Jun 21, 2019

John Lewis says he doesn’t think Biden’s segregationist remarks were offensive

Photo: Caroline Brehman/CQ Roll Cal/Getty Images

Rep. John Lewis (D-Ga.) on Friday weighed in on former Vice President Joe Biden's recent comments about working with white Democratic segregationists in the Senate during the 1970s and '80s, and Lewis said he didn't "think the remarks were offensive."

Why it matters: As a young civil rights organizer, Lewis was severely beaten during a voting rights march in Selma, Ala. in 1965. He has fought for civil rights throughout his life, representing Georgia’s 5th Congressional District for the past 32 year.

Go deeper: Biden's race backlash

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Coronavirus breaks the telecom bundle

Reproduced from Park Associates "Broadband Services in the U.S." report; Note: 2019 survey was conducted in Q3, with 10,059 respondents and a ±1% margin of error; Chart: Axios Visuals

Consumers are adopting stand-alone broadband services at a much higher rate than just two years ago, and analysts predict that the economic downturn prompted by the COVID-19 outbreak will accelerate the trend.

Why it matters: With a recession looming, consumers may look to cut pay TV service in favor of more robust standalone internet packages once they're free to leave their homes.

America's funeral homes buckle under the coronavirus

Illustration: Aïda Amer/Axios

Morgues, funeral homes and cemeteries in hot spots across America cannot keep up with the staggering death toll of the coronavirus pandemic.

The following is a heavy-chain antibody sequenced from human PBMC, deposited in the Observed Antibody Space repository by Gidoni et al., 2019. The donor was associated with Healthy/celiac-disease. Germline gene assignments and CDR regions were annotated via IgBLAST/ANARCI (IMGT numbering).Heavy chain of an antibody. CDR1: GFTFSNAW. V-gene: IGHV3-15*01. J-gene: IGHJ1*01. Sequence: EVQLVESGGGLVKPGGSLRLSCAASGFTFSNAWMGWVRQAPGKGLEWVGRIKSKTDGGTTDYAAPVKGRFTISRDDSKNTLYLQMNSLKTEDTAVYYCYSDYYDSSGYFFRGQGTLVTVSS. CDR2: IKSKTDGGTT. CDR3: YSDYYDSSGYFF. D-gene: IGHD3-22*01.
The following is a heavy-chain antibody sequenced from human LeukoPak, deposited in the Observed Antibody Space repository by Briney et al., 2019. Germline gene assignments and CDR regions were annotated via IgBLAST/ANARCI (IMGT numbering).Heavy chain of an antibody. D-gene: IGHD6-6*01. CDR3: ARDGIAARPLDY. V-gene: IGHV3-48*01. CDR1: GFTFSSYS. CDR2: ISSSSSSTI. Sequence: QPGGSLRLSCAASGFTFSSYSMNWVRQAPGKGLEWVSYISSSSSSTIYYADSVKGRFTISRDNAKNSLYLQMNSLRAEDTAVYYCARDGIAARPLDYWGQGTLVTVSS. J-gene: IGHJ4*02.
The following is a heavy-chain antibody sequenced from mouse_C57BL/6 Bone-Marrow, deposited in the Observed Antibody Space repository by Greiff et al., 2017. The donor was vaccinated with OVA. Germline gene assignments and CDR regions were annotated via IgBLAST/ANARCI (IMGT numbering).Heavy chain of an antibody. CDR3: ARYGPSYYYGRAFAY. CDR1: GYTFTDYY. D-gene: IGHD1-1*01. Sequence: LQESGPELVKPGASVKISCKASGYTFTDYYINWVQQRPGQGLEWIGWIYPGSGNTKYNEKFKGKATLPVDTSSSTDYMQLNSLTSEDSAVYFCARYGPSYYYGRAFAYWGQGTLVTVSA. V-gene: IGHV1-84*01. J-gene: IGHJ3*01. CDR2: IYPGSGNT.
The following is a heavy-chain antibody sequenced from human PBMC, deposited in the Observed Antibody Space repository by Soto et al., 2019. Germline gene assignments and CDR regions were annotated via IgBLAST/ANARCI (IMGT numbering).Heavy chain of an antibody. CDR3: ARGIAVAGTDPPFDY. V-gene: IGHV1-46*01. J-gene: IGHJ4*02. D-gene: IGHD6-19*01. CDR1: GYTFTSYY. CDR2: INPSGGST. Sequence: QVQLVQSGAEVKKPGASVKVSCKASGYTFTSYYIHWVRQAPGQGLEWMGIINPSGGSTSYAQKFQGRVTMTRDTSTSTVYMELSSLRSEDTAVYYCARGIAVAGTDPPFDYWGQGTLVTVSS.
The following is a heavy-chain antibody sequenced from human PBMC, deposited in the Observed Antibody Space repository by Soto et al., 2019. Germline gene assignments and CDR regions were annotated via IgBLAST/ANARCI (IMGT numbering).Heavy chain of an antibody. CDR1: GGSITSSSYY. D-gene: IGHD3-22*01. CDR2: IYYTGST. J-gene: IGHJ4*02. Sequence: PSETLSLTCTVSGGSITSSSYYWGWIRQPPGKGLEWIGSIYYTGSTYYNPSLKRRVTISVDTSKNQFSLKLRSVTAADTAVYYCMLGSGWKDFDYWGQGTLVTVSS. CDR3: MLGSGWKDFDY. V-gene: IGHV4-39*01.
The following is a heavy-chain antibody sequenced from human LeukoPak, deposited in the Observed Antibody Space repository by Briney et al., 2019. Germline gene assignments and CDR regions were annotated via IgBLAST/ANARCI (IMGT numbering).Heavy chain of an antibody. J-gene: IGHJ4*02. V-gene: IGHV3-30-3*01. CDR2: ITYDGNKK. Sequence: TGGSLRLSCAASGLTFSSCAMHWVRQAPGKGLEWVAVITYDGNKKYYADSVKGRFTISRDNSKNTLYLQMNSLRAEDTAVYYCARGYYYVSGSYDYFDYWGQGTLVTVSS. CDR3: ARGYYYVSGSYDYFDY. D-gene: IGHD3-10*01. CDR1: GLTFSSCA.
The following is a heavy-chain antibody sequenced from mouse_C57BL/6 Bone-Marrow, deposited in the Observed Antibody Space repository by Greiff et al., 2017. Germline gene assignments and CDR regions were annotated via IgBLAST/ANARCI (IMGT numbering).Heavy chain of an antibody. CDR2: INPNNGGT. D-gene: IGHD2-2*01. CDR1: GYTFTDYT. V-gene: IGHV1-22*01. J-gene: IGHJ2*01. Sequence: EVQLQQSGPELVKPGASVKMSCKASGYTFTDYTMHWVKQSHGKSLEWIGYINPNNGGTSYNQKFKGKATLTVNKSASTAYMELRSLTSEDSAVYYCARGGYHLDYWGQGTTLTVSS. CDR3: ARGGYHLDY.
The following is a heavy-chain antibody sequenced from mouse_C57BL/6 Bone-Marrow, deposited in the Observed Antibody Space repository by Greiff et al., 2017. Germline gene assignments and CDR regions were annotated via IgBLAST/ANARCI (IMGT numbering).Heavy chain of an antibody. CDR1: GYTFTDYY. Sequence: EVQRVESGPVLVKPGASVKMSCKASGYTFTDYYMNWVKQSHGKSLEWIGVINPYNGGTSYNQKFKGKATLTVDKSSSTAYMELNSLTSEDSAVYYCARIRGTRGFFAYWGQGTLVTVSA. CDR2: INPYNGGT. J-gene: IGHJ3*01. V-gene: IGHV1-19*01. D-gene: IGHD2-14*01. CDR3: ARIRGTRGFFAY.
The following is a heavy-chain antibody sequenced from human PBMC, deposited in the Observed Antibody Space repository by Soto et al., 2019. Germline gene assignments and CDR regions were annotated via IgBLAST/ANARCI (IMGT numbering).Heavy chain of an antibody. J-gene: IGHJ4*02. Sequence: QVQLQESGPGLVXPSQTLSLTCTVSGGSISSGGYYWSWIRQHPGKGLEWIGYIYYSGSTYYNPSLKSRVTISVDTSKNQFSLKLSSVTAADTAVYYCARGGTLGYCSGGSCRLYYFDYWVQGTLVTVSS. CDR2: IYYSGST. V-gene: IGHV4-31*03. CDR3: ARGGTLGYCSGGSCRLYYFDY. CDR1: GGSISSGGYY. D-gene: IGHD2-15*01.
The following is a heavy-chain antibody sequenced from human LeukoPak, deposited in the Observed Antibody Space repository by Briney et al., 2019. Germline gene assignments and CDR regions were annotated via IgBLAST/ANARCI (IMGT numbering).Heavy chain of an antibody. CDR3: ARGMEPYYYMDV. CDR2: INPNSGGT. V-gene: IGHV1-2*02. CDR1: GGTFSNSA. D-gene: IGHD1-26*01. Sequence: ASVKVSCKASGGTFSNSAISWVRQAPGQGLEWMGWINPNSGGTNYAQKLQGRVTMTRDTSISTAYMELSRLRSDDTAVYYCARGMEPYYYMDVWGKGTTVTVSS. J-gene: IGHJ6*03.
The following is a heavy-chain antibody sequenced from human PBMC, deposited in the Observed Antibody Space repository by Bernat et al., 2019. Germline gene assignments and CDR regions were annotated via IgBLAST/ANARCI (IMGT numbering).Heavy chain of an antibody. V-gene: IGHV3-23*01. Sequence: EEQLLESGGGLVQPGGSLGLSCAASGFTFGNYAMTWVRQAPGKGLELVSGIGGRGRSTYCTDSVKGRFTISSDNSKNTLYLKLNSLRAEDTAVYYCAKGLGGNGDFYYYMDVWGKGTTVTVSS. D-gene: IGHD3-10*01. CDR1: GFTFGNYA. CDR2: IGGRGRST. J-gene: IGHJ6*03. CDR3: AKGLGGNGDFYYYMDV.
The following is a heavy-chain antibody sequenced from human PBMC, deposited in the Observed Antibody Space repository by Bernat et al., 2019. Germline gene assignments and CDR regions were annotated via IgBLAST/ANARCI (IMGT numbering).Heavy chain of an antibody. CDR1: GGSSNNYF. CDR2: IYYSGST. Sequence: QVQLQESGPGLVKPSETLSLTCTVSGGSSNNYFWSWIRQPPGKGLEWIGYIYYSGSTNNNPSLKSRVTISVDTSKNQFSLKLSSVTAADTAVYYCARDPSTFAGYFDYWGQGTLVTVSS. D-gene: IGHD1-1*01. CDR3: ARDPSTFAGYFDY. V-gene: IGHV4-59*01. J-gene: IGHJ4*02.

Why it matters: The U.S. has seen more than 10,000 deaths from the virus, and at least tens of thousands more lives are projected to be lost. The numbers are creating unprecedented bottlenecks in the funeral industry — and social distancing is changing the way the families say goodbye to their loved ones.

Navarro memos warning of mass coronavirus death circulated in January

Image from a memo to President Trump

In late January, President Trump's economic adviser Peter Navarro warned his White House colleagues the novel coronavirus could take more than half a million American lives and cost close to $6 trillion, according to memos obtained by Axios.

The state of play: By late February, Navarro was even more alarmed, and he warned his colleagues, in another memo, that up to two million Americans could die of the virus.

Go deeperArrowUpdated 2 hours ago - Health